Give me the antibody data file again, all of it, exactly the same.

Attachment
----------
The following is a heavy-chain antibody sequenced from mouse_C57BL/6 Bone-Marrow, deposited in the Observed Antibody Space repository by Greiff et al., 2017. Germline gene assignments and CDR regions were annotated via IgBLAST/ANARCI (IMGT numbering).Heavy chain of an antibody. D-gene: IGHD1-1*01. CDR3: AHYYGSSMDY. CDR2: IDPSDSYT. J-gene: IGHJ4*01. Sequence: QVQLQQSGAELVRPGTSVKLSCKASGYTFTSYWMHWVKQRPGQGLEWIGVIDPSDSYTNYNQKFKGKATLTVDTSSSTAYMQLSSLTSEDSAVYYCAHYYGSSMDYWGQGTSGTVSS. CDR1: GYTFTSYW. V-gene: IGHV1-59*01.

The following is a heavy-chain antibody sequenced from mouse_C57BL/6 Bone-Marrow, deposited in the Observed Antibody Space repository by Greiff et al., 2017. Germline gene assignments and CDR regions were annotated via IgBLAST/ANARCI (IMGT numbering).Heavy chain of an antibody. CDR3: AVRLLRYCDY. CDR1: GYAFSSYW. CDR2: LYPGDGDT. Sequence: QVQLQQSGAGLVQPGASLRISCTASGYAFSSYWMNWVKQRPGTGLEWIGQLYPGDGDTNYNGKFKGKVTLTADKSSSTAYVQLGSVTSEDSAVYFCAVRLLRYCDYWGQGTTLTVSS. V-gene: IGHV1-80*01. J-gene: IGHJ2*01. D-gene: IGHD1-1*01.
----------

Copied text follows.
The following is a heavy-chain antibody sequenced from mouse_C57BL/6 Bone-Marrow, deposited in the Observed Antibody Space repository by Greiff et al., 2017. Germline gene assignments and CDR regions were annotated via IgBLAST/ANARCI (IMGT numbering).Heavy chain of an antibody. D-gene: IGHD1-1*01. CDR3: AHYYGSSMDY. CDR2: IDPSDSYT. J-gene: IGHJ4*01. Sequence: QVQLQQSGAELVRPGTSVKLSCKASGYTFTSYWMHWVKQRPGQGLEWIGVIDPSDSYTNYNQKFKGKATLTVDTSSSTAYMQLSSLTSEDSAVYYCAHYYGSSMDYWGQGTSGTVSS. CDR1: GYTFTSYW. V-gene: IGHV1-59*01.

The following is a heavy-chain antibody sequenced from mouse_C57BL/6 Bone-Marrow, deposited in the Observed Antibody Space repository by Greiff et al., 2017. Germline gene assignments and CDR regions were annotated via IgBLAST/ANARCI (IMGT numbering).Heavy chain of an antibody. CDR3: AVRLLRYCDY. CDR1: GYAFSSYW. CDR2: LYPGDGDT. Sequence: QVQLQQSGAGLVQPGASLRISCTASGYAFSSYWMNWVKQRPGTGLEWIGQLYPGDGDTNYNGKFKGKVTLTADKSSSTAYVQLGSVTSEDSAVYFCAVRLLRYCDYWGQGTTLTVSS. V-gene: IGHV1-80*01. J-gene: IGHJ2*01. D-gene: IGHD1-1*01.